Experts: solar deals carry risks for farmers

VIRGINIA KROPF/CONTRIBUTOR

Attorneys Dennis Vacco, left, and Joseph Heins with Lippes Mathias Wexler Friedman inform landowners what they should be aware of before signing a lease with a solar company. The presentation was sponsored by New York State Farm Bureau at the Cornell Cooperative Extension in Albion.

ALBION — Signing a lease with a solar company may seem like an environmentally friendly act and a way to make some easy money, but landowners should think twice before signing on the dotted line.

That was the message conveyed to about 30 individuals at a meeting last week at the Orleans County Cornell Cooperative Extension, sponsored by the New York State Farm Bureau.

Amanda Krenning-Muoio, field representative for the Farm Bureau, said the meeting was arranged in response to concern by several farmers who had been approached by solar companies that want to lease portions of their land.

“We wanted to get the facts, especially the tax implications,” Krenning-Muoio said.

One of the speakers was Mike Saviola from the New York State Department of Agriculture and Markets, who has dealt with projects from Syracuse west, involving land use for wind farms, gas pipelines and solar energy projects.

“Do you receive an agricultural assessment on your property?” he asked landowners in the room.

Those who do were advised they could be charged a conversion penalty equal to five times the tax savings they may have received, if it were determined that leasing the land constituted taking it out of active agricultural production.

Also, if more than 2.5 acres of land in a state-certified agricultural district is taken out of production, the landowner must complete an environmental assessment form and notify his assessor within 90 days.

Solar energy systems are considered real property and, as such, are taxable, Saviola said. Towns may allow a 15-year exemption from real property taxes, but most leases with solar companies are for 20 years (and usually renewable up to 40 years), so what happens then?

The towns of Gaines and Yates have already opted out of the 15-year exemption, Saviola observed. So has the Town of Somerset.

From the Buffalo-based Lippes Mathias Wexler Friedman law firm, Dennis Vacco, partner, and Joseph Heins, senior associate, presented a list of important considerations for land owners.

“Keep in mind, the lease is created by lawyers who represent the solar company and have their interests at heart,” Vacco said.

The attorneys said land owners considering a solar deal should:

• Understand when and how much you will be paid;

•  Make sure the contract specifically identifies the acres to be leased;

• Know how an existing mortgage on the property would be affected by a solar lease;

• Understand how property tax liability will be affected and who will pay for any increase;

• Check for land use conversion penalties;

• Make sure the contract defines maintenance, repair and solar panel cleaning responsibilities;

• Know what happens to equipment when the lease ends or if the solar company goes bankrupt;

• Think about how agriculture operations will be affected (reduced farm land, drainage issues, road and access issues and obstructions for farm equipment).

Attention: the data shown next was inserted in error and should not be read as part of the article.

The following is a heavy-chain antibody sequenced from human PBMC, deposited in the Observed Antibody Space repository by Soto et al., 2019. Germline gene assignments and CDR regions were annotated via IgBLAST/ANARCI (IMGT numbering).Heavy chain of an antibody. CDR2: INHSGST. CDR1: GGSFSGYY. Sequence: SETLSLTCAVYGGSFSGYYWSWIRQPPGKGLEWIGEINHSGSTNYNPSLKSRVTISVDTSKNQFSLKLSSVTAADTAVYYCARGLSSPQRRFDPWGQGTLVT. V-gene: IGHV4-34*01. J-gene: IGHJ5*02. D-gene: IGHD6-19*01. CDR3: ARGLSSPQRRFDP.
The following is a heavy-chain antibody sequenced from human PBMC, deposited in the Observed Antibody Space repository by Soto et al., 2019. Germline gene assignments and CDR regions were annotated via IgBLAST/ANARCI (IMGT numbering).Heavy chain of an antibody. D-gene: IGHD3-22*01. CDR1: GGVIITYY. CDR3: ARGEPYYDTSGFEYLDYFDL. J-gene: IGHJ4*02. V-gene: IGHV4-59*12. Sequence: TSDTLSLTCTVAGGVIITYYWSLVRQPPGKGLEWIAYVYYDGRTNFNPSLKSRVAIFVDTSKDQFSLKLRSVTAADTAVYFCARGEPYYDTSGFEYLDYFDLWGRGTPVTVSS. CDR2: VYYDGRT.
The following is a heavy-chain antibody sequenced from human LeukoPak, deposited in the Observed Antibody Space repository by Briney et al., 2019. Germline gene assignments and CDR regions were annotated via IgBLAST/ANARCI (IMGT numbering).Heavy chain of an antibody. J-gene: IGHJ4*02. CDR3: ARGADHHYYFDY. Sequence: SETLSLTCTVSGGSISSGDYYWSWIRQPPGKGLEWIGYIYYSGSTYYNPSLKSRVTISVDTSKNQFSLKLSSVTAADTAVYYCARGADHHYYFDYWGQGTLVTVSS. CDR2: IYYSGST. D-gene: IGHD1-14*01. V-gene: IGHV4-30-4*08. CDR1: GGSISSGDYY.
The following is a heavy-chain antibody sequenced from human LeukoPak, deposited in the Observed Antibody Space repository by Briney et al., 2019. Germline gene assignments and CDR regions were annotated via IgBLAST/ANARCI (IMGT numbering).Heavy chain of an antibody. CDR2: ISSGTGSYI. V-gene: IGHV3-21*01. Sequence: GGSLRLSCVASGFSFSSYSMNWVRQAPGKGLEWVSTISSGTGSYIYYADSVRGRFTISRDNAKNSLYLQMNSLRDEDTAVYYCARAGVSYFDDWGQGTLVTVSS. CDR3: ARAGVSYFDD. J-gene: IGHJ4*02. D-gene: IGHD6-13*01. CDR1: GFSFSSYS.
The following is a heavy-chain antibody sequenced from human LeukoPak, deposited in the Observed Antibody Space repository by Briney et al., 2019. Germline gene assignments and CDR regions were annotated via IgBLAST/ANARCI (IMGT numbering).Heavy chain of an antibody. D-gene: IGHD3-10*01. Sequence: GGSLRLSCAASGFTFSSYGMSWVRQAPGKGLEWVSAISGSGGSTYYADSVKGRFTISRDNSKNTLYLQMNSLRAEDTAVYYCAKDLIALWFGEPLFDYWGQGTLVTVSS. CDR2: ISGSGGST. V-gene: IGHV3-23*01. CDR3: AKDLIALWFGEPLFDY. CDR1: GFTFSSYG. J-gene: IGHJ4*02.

These issues are facing rural farmers due to Governor Andrew Cuomo’s mandate for one half of electrical generation to be from renewable sources by 2030. One energy company already has 8,000 to 9,000 acres under lease in the town of Yates, and to achieve the Governor’s goal, the state would need 1,400 of those projects, Vacco said.

Another concern is the state’s adoption of Article X of the Public Service Law, which authorizes the Public Service Commission to override local law when regulating major electrical generating facilities of 25 megawatts or more.

Dan Compitello, a representative of Cypress Creek Renewables, answered questions about his company’s due diligence process, in which landowners are paid a flat fee of $250 for committing their land for six months.

Vacco said the lease also specifies the six months can be extended up to two years. Several Somerset residents have already been contacted by Cypress Creek.

Compitello also responded to concerns of what would happen if the company went broke. He said it is bonded and solar panels are completely recyclable and valuable, so it would be in the company’s best interest to reclaim them.

Barry Flansburg of Albion, an assessor for four different towns in Orleans and Genesee counties, provided further information on the effect that solar installations could have on property assessments.

“It is the responsibility of each individual assessor to make the determination if a landowner is an actual farmer or rents land out for agricultural purposes,” Flansburg said. “If you rent the land out, that definitely is a conversion. But say you are a farmer and the first part of any energy produced goes to the operation of the farm, then it’s no conversion, and no penalty. It’s all in the terminology and how you negotiate it.”

Vacco reminded the audience any energy credits go to the developer, not the property owner.

He stressed another important consideration is how a lease might affect one’s estate, a trust or long-term care planning. Overall, he said, no one should sign a 30-page lease without the advice of an attorney.

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